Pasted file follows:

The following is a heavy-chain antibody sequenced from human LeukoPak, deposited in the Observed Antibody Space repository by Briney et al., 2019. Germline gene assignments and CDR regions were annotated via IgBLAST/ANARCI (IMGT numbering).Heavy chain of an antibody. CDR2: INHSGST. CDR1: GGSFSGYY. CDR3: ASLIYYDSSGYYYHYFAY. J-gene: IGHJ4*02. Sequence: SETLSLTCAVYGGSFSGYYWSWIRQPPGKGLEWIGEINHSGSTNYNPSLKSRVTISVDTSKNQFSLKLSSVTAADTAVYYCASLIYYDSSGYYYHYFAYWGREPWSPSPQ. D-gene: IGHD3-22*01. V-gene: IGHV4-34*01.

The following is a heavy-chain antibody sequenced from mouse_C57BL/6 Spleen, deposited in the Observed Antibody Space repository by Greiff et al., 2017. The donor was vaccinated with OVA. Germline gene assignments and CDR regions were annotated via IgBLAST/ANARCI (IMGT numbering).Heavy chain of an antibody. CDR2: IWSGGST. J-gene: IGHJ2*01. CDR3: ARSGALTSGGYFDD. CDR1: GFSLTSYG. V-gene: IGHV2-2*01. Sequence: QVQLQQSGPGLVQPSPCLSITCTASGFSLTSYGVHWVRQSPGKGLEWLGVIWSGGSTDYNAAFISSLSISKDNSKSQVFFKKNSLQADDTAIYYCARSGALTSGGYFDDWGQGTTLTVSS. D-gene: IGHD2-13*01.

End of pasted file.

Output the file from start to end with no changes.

The following is a heavy-chain antibody sequenced from human LeukoPak, deposited in the Observed Antibody Space repository by Briney et al., 2019. Germline gene assignments and CDR regions were annotated via IgBLAST/ANARCI (IMGT numbering).Heavy chain of an antibody. CDR2: INHSGST. CDR1: GGSFSGYY. CDR3: ASLIYYDSSGYYYHYFAY. J-gene: IGHJ4*02. Sequence: SETLSLTCAVYGGSFSGYYWSWIRQPPGKGLEWIGEINHSGSTNYNPSLKSRVTISVDTSKNQFSLKLSSVTAADTAVYYCASLIYYDSSGYYYHYFAYWGREPWSPSPQ. D-gene: IGHD3-22*01. V-gene: IGHV4-34*01.

The following is a heavy-chain antibody sequenced from mouse_C57BL/6 Spleen, deposited in the Observed Antibody Space repository by Greiff et al., 2017. The donor was vaccinated with OVA. Germline gene assignments and CDR regions were annotated via IgBLAST/ANARCI (IMGT numbering).Heavy chain of an antibody. CDR2: IWSGGST. J-gene: IGHJ2*01. CDR3: ARSGALTSGGYFDD. CDR1: GFSLTSYG. V-gene: IGHV2-2*01. Sequence: QVQLQQSGPGLVQPSPCLSITCTASGFSLTSYGVHWVRQSPGKGLEWLGVIWSGGSTDYNAAFISSLSISKDNSKSQVFFKKNSLQADDTAIYYCARSGALTSGGYFDDWGQGTTLTVSS. D-gene: IGHD2-13*01.